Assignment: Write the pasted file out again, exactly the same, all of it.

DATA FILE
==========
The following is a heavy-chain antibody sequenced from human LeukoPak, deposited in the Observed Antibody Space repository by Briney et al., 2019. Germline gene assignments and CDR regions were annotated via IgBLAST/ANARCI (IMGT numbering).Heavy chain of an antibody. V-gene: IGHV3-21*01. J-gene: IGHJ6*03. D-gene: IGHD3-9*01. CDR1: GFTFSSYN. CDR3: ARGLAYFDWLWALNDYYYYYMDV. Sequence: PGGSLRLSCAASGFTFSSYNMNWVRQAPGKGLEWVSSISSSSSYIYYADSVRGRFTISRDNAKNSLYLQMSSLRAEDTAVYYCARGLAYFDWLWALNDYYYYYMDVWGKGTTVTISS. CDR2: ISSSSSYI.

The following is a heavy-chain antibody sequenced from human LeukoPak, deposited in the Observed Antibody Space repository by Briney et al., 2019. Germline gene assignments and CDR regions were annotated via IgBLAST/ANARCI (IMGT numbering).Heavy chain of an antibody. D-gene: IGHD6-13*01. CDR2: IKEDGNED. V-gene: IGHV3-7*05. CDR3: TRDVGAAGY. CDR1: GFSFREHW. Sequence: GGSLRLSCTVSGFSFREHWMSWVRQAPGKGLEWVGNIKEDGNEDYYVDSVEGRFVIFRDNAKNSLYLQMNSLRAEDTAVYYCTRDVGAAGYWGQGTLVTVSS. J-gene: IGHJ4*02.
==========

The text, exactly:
The following is a heavy-chain antibody sequenced from human LeukoPak, deposited in the Observed Antibody Space repository by Briney et al., 2019. Germline gene assignments and CDR regions were annotated via IgBLAST/ANARCI (IMGT numbering).Heavy chain of an antibody. V-gene: IGHV3-21*01. J-gene: IGHJ6*03. D-gene: IGHD3-9*01. CDR1: GFTFSSYN. CDR3: ARGLAYFDWLWALNDYYYYYMDV. Sequence: PGGSLRLSCAASGFTFSSYNMNWVRQAPGKGLEWVSSISSSSSYIYYADSVRGRFTISRDNAKNSLYLQMSSLRAEDTAVYYCARGLAYFDWLWALNDYYYYYMDVWGKGTTVTISS. CDR2: ISSSSSYI.

The following is a heavy-chain antibody sequenced from human LeukoPak, deposited in the Observed Antibody Space repository by Briney et al., 2019. Germline gene assignments and CDR regions were annotated via IgBLAST/ANARCI (IMGT numbering).Heavy chain of an antibody. D-gene: IGHD6-13*01. CDR2: IKEDGNED. V-gene: IGHV3-7*05. CDR3: TRDVGAAGY. CDR1: GFSFREHW. Sequence: GGSLRLSCTVSGFSFREHWMSWVRQAPGKGLEWVGNIKEDGNEDYYVDSVEGRFVIFRDNAKNSLYLQMNSLRAEDTAVYYCTRDVGAAGYWGQGTLVTVSS. J-gene: IGHJ4*02.